On 15 January 2012 17:14, John Clark <johnkcl...@gmail.com> wrote:

>> > How would you generalize the Turing Test for consciousness?
>
> By doing the exact same thing we do when we evaluate our fellow human
> beings, assume that there is a direct link between intelligent behavior and
> consciousness.

I agree.  I reached the same conclusion, but starting from purely
first-person assumptions.  The distinction becomes otiose FAPP when we
are completely convinced by the evidence of intelligent behaviour and
the absence of evidence of pretence or fraudulence.  But inevitably
this means that, like all other evidential procedures, it is forever
open to revision. At any point new evidence - say of highly ingenious,
but context-limited, simulation - might contradict our former
judgement.

However, this puts us in no greater difficulties than we are already.
For example, if someone is sleepwalking but still interacts more or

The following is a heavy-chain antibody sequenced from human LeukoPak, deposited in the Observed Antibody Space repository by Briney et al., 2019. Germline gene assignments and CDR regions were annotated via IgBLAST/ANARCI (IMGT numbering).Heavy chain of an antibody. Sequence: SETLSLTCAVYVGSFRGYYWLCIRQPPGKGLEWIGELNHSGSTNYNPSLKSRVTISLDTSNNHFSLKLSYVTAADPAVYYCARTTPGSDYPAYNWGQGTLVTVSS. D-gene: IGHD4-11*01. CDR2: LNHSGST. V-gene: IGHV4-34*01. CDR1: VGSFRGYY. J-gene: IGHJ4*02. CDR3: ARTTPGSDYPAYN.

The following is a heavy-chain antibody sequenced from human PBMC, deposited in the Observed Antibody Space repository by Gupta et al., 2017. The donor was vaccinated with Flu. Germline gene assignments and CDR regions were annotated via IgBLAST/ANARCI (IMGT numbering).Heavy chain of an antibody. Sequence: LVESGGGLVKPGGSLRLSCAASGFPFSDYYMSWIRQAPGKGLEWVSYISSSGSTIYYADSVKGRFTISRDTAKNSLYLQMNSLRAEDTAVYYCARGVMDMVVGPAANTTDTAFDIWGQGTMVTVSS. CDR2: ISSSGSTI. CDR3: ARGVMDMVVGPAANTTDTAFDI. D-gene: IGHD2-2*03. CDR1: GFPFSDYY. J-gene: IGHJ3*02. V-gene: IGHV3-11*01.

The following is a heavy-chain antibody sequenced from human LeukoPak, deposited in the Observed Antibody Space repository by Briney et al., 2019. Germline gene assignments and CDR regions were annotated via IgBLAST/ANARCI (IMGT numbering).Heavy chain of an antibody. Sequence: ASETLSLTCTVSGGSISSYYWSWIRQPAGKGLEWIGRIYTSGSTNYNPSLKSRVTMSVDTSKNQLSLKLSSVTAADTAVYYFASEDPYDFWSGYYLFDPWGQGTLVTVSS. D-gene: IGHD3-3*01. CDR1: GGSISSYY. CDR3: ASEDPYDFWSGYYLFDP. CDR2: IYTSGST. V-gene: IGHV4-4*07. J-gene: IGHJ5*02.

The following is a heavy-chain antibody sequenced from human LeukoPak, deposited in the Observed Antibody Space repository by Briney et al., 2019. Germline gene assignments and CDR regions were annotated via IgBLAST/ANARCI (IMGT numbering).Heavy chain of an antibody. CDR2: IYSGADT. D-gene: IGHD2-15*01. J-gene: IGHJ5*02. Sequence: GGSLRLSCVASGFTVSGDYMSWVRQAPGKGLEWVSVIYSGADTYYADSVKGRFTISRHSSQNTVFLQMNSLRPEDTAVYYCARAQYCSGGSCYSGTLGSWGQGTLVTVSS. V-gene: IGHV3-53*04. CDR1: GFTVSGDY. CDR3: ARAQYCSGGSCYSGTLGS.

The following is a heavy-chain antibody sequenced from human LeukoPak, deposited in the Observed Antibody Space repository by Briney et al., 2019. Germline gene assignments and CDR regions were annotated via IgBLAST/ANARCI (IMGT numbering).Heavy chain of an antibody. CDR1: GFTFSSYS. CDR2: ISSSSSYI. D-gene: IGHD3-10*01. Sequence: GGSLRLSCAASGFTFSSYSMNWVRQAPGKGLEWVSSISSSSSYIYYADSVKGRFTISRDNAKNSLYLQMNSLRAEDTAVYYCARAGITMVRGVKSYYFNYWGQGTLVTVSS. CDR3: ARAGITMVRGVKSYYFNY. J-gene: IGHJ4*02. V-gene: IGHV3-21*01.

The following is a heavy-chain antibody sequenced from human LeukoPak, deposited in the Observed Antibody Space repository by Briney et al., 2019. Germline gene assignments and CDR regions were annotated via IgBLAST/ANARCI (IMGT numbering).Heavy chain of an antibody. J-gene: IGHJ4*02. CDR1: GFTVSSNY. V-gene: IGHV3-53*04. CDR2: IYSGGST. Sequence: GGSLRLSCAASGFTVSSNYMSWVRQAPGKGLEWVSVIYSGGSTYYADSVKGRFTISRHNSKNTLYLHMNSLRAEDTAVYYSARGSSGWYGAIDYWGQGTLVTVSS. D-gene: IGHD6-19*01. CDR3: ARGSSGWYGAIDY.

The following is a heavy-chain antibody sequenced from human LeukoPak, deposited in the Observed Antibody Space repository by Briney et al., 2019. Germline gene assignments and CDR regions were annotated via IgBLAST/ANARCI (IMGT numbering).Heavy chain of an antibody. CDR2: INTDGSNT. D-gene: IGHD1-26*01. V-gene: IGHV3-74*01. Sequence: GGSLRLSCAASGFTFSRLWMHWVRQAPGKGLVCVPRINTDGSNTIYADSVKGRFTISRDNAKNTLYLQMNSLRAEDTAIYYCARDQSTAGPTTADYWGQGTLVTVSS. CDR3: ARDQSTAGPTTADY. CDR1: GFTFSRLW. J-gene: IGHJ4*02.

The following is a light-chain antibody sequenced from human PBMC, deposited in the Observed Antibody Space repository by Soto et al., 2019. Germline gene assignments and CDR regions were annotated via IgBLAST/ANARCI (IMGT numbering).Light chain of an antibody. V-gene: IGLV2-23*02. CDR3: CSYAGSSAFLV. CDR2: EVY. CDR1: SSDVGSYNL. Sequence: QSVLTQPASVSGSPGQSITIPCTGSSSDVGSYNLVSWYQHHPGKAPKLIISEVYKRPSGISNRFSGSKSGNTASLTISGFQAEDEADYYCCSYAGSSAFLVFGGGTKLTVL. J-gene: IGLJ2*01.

less intelligently, as I once actually witnessed, is that person
conscious of the interaction? (he said he wasn't).  Or more
poignantly, I am reminded of a victim of catastrophic short-term
memory loss who, when shown a video of himself, at first denied it was
him (after all, he couldn't remember) and subsequently said "well, if
it was me, I couldn't have been conscious".

David

> On Sat, Jan 14, 2012 at 1:56 PM, Stephen P. King <stephe...@charter.net>
> wrote:
>>
>> > How would you generalize the Turing Test for consciousness?
>
> By doing the exact same thing we do when we evaluate our fellow human
> beings, assume that there is a direct link between intelligent behavior and
> consciousness. When one of our fellow creatures is drowsy they don't behave
> very intelligently and we assume they are less conscious than they were when
> they where taking a calculus exam. And when they are in a deep sleep, under
> anesthesia, or dead they behave even less intelligently and we assume (even
> though there is no proof) that their consciousness is similarly effected.
>
>  John K Clark
>
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